Sometimes known as ‘retro walking,’ the seemingly unusual habit of walking (or running) backwards is widely recommended for fitness.

You will find many health and fitness links on the Internet which suggest walking backwards strengthens little-used muscles, improves balance and is good for people with knee, hip and back problems.

Some people even do it for a living.

Seaman Nathan Winn is a tour guide for the Pentagon, and routinely walks up to eight kilometres backward per day (including escalators)

Whatever you do, don’t try walking down stairs, steps or steep bush tracks backwards (or backward as they say in the US). As Seaman Mann found, when he tried going down the up-escalator, it’s embarrassing and definitely not funny.

I walk every day but if you want to have some idea how far you’re walking and set some goals to increase the tempo and distance, a pedometer is useful.

It is said that for maximum fitness from walking you need to chalk up 10,000 steps a day. That’s about eight kilometres, the same as that logged by Seaman Winn, but in a forwards direction.

If you fell asleep in your recliner while reading this on your IPad, you may want to do something about your general level of inertia.

Here’s a suggestion: Sign up for Steptember (a fund-raiser for Cerebral Palsy), where you pledge to walk 10,000 steps on each of 28 days during September.

Or you could just donate money and loaf in the recliner and watch old movies on SBS on Demand, Stan or Netflix. I’ve been looking but have not yet found the critically panned 2008 remake of The 39 Steps, a spy thriller starring Rupert Penry-Jones (Silk and Spooks). I’m curious, having seen the 1959 remake starring Kenneth More (which was spiffing). Never did see the original (Hitchcock, 1935).

UK author John Buchan wrote the book at a clifftop nursing home in Broadstairs while recovering from illness. A set of wooden steps which led from the garden to the beach are thought to have inspired the title. In the book these steps become the escape route (frontwards) down to a quay where the villains’ vessel, Ariadne, is waiting to speed them away.

 

 

Happiness, harmony and Central Africa

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Melbourne harmony singers Co-Cheol

A musician friend alerted me on Monday that not only was it his birthday, it was also International Day of Happiness. Once I’d finished doing cartwheels around the room in response to this spiffing news, I wished the dear boy a very happy birthday. As if that was not enough to get the cockles of the heart percolating, the next day She Who’ll Sing at the Drop of a Hat went down town to celebrate World Harmony Day.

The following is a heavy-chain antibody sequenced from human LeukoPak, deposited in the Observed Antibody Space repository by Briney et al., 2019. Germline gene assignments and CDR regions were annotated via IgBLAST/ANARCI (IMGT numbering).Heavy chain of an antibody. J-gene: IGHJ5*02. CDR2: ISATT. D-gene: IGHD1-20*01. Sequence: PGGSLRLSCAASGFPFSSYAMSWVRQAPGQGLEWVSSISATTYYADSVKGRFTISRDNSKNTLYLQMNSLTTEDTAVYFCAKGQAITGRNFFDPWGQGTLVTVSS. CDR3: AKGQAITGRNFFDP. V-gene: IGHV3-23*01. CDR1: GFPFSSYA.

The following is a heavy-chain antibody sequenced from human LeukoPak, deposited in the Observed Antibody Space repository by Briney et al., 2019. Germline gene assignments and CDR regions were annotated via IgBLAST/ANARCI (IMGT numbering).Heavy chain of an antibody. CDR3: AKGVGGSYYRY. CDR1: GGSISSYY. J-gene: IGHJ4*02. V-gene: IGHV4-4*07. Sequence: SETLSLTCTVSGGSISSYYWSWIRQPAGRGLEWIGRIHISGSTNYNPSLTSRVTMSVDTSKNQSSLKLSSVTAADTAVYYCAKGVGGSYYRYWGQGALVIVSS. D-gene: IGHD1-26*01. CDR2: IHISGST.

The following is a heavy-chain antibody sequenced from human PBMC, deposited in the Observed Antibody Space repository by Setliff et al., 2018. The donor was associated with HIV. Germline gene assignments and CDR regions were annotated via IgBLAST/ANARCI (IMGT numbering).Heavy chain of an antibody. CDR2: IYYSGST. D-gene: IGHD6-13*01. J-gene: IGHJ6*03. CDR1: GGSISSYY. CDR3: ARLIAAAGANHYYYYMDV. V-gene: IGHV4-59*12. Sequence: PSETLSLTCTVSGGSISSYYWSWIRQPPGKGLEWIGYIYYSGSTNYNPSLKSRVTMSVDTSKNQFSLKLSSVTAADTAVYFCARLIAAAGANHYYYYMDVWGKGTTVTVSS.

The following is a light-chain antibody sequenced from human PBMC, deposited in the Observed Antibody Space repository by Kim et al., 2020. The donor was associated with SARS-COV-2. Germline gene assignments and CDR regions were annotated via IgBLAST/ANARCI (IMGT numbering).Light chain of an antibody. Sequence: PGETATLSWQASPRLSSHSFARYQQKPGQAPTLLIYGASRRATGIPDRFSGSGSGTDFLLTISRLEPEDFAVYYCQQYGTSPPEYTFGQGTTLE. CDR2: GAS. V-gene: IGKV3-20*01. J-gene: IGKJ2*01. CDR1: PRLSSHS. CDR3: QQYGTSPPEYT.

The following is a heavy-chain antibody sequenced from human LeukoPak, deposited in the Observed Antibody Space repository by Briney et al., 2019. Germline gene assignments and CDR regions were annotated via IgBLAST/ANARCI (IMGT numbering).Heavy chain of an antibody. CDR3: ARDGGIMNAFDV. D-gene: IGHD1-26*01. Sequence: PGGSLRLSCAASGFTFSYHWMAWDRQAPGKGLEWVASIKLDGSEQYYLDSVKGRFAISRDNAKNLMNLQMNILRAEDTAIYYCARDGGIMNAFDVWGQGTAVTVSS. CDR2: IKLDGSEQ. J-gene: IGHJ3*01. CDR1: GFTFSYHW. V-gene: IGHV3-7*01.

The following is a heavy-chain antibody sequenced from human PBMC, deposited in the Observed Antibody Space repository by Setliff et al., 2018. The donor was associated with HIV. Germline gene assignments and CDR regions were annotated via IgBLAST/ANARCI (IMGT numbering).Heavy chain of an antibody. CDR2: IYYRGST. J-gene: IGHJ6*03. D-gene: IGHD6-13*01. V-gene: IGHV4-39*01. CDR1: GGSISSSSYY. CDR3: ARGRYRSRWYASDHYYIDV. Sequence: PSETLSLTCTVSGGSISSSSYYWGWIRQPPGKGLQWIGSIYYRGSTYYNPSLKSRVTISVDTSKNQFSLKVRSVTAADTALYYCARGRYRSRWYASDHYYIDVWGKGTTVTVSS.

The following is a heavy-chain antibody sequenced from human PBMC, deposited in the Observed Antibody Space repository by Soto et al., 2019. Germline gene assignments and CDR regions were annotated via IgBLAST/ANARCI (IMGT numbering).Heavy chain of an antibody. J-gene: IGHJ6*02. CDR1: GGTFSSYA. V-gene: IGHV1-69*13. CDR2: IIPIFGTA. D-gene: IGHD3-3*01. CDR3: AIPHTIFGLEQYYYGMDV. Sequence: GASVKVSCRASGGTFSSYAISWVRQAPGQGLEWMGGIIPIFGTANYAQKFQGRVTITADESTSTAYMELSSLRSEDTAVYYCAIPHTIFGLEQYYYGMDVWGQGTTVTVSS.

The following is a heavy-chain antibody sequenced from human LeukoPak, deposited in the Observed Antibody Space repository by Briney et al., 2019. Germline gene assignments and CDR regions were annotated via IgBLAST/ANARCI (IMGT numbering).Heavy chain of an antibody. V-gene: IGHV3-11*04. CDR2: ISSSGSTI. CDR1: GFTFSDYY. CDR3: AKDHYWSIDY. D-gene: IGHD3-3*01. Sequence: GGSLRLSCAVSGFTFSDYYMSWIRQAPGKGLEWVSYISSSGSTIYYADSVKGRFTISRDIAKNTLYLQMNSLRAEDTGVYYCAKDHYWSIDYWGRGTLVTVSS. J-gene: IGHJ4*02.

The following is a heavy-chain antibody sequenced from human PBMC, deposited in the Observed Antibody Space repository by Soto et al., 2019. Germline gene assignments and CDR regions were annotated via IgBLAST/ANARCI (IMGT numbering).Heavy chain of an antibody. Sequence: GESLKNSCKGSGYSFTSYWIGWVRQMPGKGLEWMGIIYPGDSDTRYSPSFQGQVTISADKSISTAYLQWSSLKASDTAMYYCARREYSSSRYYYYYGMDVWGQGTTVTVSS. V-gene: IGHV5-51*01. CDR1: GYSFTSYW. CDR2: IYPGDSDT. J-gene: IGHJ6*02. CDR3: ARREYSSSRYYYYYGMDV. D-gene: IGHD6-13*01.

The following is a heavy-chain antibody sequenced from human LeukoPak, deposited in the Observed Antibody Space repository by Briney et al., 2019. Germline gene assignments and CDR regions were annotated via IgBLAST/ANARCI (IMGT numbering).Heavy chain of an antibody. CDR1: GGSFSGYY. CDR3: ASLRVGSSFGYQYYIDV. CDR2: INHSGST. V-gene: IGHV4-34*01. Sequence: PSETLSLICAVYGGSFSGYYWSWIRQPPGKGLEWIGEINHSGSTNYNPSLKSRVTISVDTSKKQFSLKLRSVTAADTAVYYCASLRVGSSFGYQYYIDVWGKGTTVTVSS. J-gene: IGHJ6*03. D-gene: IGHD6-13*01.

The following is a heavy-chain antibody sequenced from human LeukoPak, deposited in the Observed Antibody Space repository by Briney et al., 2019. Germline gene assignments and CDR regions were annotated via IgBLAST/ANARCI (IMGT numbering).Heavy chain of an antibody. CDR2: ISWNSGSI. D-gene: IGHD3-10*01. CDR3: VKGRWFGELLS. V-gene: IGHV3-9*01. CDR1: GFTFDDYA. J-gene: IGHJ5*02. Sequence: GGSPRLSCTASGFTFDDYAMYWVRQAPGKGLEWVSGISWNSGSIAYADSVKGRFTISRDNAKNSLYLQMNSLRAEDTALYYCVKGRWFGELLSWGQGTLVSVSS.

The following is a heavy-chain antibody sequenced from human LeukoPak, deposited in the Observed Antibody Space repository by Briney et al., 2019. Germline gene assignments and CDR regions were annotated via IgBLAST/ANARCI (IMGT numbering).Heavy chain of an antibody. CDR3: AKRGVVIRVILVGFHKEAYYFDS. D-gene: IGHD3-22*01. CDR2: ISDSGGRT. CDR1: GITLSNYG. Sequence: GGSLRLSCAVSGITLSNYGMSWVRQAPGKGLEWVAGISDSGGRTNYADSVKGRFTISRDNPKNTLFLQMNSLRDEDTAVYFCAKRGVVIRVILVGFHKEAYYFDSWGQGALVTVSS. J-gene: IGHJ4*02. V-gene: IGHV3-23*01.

Continue reading “Happiness, harmony and Central Africa”

Great wall of Mexico

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South Australia dog fence Photo by Bob Wilson

There are precedents for President Donald Trump’s plan to build, or complete a 3,208 kilometre wall between Mexico and the US. The Australian outback features not one but two barrier fences, sprawling the length and breadth of the country.

A tour guide took us on a sunset tour out to the ‘dog fence’ near Coober Pedy in 2014. The South Australian section of the 5,531km fence which runs from the SA border to Queensland is 2,250 kms long.  Built in the 1880s, it’s the longest fence in the world and keeps wild dogs out (or in).

In Western Australia there’s also the 3,256 kms long Rabbit Proof Fence. Possibly because there’s a movie by that name, it is now known as the State Barrier Fence of Western Australia. Having done our share of outback travel, we can tell you that rabbits are still breeding away and undermining parts of Australia, despite myxomatosis, 1080 poison and vermin proof fences. Western Australia’s fence was completed in three stages in the early 1900s as an attempt to isolate the west from the national rabbit plague.

Just so you all know, dingoes and rabbits were not asked to pay for the construction of these fences.

Yes, it makes you think.

There’s no doubt that well-built vermin fences, extending a long way into the ground, have been successful at keeping rabbits and other pests from undermining Australia and also prevent dingoes from savaging livestock. So the cost is defendable, as is the ongoing expense of sending out boundary riders on weekly repair patrols. Feral camels do the most damage, so not surprisingly; there are plans for a taller (electrified) fence.